All TV NEWS REPORTERS stop what they are doing and rush toward THE GOVERNOR. In so doing, some of the TV NEWS REPORTERS comically collide with cavorting ATLANTANS in well-lit areas while others rush past obviously distressed ATLANTANS trying to get attention in dimly-lit areas.

As the TV NEWS REPORTERS approach, HANDLER 1 grasps THE GOVERNOR by the left arm and whispers fervently into his left ear. Immediately, HANDLER 2 grasps his right arm and whispers fervently into his right ear.

THE MAYOR OF ATLANTA brushes imaginary dust off his expensive suit, clears his throat, and approaches TV NEWS REPORTERS, who walk right past him. 

THE GOVERNOR: I am pleased to stand before you and say that our great state has weathered another mighty storm.

 ATLANTANS in completely dark areas continue to scowl and shake their fists, but no one pays them any attention, except HANDLER 2, who glances their way briefly, then shrugs. 

THE GOVERNOR: We have done so thanks to the great leadership of our state officials.

THE MAYOR OF ATLANTA appears upset. He raises his hand. No one pays him any attention. 

THE GOVERNOR: I am pleased to report that power has been restored to most areas, and all businesses are up and running safely.

In the background, GROCERS walk by, each dragging a comically large bag labeled $$$.

THE GOVERNOR: By working diligently throughout the night, our multi-agency strike teams have kept our roads and interstates clear and free of ice and snow. We encourage you not to use them, however.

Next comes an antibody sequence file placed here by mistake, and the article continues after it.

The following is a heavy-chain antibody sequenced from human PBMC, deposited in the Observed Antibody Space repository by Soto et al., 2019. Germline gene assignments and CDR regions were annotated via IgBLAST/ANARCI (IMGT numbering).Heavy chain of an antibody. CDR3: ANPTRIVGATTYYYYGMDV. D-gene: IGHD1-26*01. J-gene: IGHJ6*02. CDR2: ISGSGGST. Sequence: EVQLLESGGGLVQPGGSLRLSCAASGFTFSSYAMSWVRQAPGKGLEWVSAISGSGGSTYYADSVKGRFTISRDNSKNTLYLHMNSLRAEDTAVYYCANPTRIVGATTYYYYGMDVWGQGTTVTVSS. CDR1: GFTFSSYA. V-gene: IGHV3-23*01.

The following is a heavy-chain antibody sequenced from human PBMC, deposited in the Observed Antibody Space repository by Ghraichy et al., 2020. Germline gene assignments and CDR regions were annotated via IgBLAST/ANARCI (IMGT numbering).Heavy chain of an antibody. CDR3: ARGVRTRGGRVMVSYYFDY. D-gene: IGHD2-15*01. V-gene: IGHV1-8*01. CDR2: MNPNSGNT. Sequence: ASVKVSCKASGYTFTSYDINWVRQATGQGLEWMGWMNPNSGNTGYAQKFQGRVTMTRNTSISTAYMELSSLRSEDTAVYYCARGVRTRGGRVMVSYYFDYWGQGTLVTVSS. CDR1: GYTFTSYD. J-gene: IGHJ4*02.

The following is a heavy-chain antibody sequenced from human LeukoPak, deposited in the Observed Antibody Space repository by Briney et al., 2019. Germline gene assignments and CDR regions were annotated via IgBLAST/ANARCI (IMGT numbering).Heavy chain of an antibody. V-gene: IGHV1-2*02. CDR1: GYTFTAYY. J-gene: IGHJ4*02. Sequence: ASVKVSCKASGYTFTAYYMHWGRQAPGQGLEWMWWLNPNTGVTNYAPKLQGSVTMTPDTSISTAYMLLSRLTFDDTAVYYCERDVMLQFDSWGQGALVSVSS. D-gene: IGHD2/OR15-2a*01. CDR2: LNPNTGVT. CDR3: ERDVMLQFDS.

THE MAYOR OF ATLANTA loudly stomps off the stage.

THE GOVERNOR: GDOT is continuing to monitor the situation and is responding to any and all trouble spots accordingly as those reports come in.

TV NEWS REPORTER 1 wanders off.

THE GOVERNOR: Schools will remain closed at the discretion of local officials.

TV NEWS REPORTER 2 wanders off.

THE GOVERNOR: The State Operations Center will remain active until my Proclamation of Emergency expires at midnight Sunday.

TV NEWS REPORTER 3 wanders off.

THE GOVERNOR: Everything will be fine in time for your commute to work on Monday.

All ATLANTANS groan.

THE GOVERNOR: I urge Georgians to remain cautious, vigilant and patient.

THE GOVERNOR exits, accompanied by HANDLERS and YES-MEN.

—–

Act 2, Scene 2: Saturday evening. The stage is the same as before, only now there is no longer any white powder visible, and the lighting is uniform. 

ATLANTANS sit, dejected, while ATLANTA CHILDREN, now covered in mud, play. 

The MEME SALESMAN wanders the stage, attempting to sell captioned photos of ANGUISHED ATLANTAN, now with added mud snowman and milk sandwiches. 

Curtain.

January in Atlanta, A Drama in 2 Acts: 1

Act 1, Scene 1: A neighborhood in Atlanta. Monday. It is a fine, average day in early January. The sun is shining, and it is in the mid-50s. ATLANTANS enter and meander about the stage. A WEATHER EXPERT enters. 

WEATHER EXPERT: There is a slight chance of winter precipitation across the metro area next weekend. 

ATLANTANS continue to meander about the stage, ignoring WEATHER EXPERT. 

—–

Act 1, Scene 2: A neighborhood in Atlanta. Tuesday. A fine, average day in early January. Partly cloudy. High 40s. ATLANTANS enter and meander about the stage. ATLANTA CHILDREN are bundled like small burritos. 

WEATHER EXPERT: We have updated our five-day forecast, and there is now a strong probability of winter precipitation across the metro area this weekend.

ATLANTANS continue to meander about the stage, ignoring WEATHER EXPERT. 

—–

Act 1, Scene 3: A neighborhood in Atlanta. Wednesday. A slightly cool day in early January. Cloudy. High 40s. When the lights rise, ATLANTANS are already on stage, having woken up an extra hour early to warm their cars. The WEATHER EXPERT enters.

WEATHER EXPERT: As we have been saying …